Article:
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Newton’s Laws and How They Apply to Astronomy

written by: VinceSummers•edited by: RC Davison•updated: 10/2/2011

Even though deduced in the 17th century, Newton's first, second, and third laws of motion, plus his law of gravitation are extremely important to astronomers today in the research they conduct to understand the Universe.

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    Newton's Contributions

    Sir Isaac Newton, historically one of the most inspired of scientists, is famous for his three laws relating to force, mass, momentum, and acceleration. Although we’re living in times not entirely defined by classical mechanics, those laws still apply and are fundamental in the field of astronomy. Isaac Newton - Wikimedia by Thomas Gun 

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    Newton's First, Second, and Third Laws of Motion

    Newton’s First Law: This is called the “law of inertia." A body remains in a constant state of motion or at rest unless acted upon by an external force. In other words, if all forces exerted on an object add up to zero, its state of motion will remain constant; its acceleration will be zero.

    Newton’s Second Law: A force applied to an object produces a time rate of change of its linear momentum.

    In mathematical jargon, the force is equal to the derivative of the linear momentum with respect to time.

    F = d(mv)/dt

    Since by classical mechanics mass is constant, for most purposes the expression may be simplified,

    F = ma

    Newton’s Third Law: For every action, there is an equal and opposite reaction. This tells us that if a force, F, is applied to an object, then that object responds with an equal force of opposite direction, -F. Combined with the second law, its equivalent is,

    m1a1 = -m2a2

    As an example, a hunter pulls the trigger that fires a bullet from a gun. A reactive force is very real; the gun recoils. In the case of a rocket, the fuel ignites and pushes the rocket forward. The rocket pushes back and the exhausted products exit from the rear. In this instance, both the second and third laws obviously apply.

    If an applied force is constant, as in the case of the rocket and not of the bullet, acceleration is constant. The Earth is always under acceleration while orbiting the Sun, the force must be continuous - in this instance the force is the gravitational force of the Sun.

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    Newton’s Law of Gravitation

    For two masses, m1 and m2, with a distance r between them,

    F = Gm1m2/r2,

    Where G is the gravitational constant, and is equal to: 6.67 x 10-11 m3/kg-sec2.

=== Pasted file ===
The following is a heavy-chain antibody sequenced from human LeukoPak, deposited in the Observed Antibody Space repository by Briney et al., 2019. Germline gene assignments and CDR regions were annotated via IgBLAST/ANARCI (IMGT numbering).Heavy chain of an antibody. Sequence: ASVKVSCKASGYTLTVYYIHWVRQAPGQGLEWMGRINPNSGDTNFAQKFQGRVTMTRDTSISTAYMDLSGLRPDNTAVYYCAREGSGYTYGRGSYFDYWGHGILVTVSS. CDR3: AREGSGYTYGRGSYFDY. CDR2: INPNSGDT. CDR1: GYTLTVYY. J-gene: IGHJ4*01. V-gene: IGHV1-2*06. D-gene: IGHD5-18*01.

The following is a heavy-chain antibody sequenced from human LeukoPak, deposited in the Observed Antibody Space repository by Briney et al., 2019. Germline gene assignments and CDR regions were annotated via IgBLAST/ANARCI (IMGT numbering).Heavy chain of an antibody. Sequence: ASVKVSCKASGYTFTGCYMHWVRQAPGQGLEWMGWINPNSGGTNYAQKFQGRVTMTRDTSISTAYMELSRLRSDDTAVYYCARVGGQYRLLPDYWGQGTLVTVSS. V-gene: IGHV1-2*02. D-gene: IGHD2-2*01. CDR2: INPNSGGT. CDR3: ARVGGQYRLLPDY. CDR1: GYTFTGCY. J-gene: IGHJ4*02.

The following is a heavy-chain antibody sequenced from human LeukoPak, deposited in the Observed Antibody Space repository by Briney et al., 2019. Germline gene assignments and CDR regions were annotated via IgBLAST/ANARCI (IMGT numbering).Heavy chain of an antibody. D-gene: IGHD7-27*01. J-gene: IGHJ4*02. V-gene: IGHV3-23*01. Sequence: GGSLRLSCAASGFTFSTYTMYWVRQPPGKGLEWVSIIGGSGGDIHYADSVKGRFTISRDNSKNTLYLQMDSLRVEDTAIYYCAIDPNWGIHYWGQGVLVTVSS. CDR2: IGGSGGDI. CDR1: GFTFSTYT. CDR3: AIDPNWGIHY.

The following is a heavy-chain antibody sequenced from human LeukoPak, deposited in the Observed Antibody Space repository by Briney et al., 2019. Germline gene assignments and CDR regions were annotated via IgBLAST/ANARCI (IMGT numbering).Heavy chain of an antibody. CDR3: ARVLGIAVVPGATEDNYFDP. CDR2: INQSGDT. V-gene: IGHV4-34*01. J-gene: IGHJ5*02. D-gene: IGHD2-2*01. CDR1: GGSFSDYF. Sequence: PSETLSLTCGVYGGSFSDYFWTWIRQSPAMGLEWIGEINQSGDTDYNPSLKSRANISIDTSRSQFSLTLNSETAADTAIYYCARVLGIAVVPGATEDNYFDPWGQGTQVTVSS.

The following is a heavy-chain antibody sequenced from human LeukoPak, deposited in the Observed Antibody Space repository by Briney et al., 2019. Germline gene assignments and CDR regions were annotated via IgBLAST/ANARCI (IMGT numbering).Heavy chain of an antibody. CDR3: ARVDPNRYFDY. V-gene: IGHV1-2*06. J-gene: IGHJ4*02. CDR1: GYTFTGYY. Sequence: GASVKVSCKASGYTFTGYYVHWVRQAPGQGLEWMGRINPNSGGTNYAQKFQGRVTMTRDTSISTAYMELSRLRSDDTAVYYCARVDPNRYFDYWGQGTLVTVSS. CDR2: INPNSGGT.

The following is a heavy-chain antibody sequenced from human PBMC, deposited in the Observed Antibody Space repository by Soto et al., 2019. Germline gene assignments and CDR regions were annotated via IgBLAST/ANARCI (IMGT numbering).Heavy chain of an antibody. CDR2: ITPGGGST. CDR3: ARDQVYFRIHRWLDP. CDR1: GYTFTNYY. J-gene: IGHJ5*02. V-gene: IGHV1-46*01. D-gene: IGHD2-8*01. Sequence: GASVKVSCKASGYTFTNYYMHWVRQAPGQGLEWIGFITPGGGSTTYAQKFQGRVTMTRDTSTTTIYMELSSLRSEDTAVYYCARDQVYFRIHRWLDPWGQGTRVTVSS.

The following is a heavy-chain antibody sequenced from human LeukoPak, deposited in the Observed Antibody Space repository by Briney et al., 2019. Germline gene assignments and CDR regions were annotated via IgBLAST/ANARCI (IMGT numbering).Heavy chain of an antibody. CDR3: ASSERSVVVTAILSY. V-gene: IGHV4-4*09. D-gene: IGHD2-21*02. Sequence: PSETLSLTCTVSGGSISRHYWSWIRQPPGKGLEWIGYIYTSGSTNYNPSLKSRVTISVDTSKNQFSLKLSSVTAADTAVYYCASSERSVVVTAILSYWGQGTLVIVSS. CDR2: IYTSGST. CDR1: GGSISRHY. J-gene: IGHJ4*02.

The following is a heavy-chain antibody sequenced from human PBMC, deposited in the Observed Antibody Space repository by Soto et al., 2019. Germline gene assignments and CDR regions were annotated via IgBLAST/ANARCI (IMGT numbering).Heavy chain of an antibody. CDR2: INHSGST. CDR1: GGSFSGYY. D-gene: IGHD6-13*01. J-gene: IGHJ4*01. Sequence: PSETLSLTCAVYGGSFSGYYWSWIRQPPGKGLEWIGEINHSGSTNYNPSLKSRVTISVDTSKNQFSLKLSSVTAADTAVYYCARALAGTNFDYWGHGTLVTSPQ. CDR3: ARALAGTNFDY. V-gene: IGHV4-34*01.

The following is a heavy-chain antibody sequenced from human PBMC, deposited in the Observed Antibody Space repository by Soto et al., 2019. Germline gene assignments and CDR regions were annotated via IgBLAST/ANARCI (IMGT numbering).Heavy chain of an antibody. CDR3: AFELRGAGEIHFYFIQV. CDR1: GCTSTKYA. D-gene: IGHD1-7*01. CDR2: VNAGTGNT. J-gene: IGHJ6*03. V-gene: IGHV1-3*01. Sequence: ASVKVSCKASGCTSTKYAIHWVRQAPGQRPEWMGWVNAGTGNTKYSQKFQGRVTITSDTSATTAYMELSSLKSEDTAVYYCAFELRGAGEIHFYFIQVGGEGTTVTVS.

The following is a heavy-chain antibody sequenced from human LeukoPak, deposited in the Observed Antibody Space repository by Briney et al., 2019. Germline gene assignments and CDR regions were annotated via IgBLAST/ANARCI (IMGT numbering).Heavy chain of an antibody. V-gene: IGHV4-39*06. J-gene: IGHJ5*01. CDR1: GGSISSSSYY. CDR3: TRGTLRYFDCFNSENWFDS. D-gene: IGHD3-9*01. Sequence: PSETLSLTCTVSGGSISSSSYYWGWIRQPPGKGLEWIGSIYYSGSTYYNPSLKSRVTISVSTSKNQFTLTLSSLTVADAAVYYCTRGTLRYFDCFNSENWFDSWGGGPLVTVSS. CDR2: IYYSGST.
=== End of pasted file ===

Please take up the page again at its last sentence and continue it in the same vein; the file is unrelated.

How can this expression be applied to “free fall?"

    Since, F = ma, if we make m₂ = M, the mass of the earth, then the acceleration due to Earth's gravity is:

    g = GM/ r2.

    Knowing either the mass of the body or its gravitational acceleration, the other variable can be calculated.

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    There are at least two applications of Newton’s laws of gravitation to astronomy-related science. One application is to man-made space vehicles. The other application is to the heavenly bodies, themselves.Space Shuttle Atlantis Take-Off 1988 (Courtesy NASA) 

    As an example of the latter, Newton’s law of gravitation can be combined with his second law and applied to a comet passing by a star. The comet is accelerated. This is because the star is very massive in comparison with the comet. Even so, the comet exerts a calculable force upon the star, theoretically moving it!

    What sort of numbers might we be talking about? Assume the mass m1 of the comet is 2 x 1014kg, the mass m2 of the star is 2 × 1030 kg, and the distance between them r is 1.0 x 1010m.Then

    F = Gm1m2/r2

    F = (6.67300 × 10-11 m3 /kg-s2) x (2 x 1014kg) x (2 × 1030 kg) / (1.0 x 1010m)2

    F = 2.67 x 1014kg-m/s2.


    F =ma, or a = F/m.

    For the comet, the acceleration received is,

    a = 2.67 x 1014kg-m/s2 / 2 x 1014kg, so

    a comet = 1.34 m/s2.

    For the star,

    a = 2.67 x 1014kg-m/s2 / 2 × 1030 kg, so

    a star = 1.34 x 10-16m/s2.

    Clearly, the star is nearly unaccelerated, while the comet receives a considerable "kick."

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    Gravitational Perturbation

    Envisioning the orbit of a planet about the sun as a two-body problem, although an excellent first-order approximation, is not totally accurate. The two reasons it generally works are that in Newton’s law of gravitation, the sun’s mass and the mass of the planets are large, and secondly, other bodies of sizeable mass are very distant from the solar system. Since distance is squared in Newton’s equation, other stars exert negligible influence.

    One exception led to a startling discovery in the middle 1800’s.

    The simple two-body calculations didn’t work well for Uranus. Clearly some perturbation was interfering with the calculations. That something proved to be the planet Neptune.

    Thus, although there are newer and more complicated mathematical systems than those proposed by Newton, the equations attributed to him still bear relevancy to astronomical sciences today.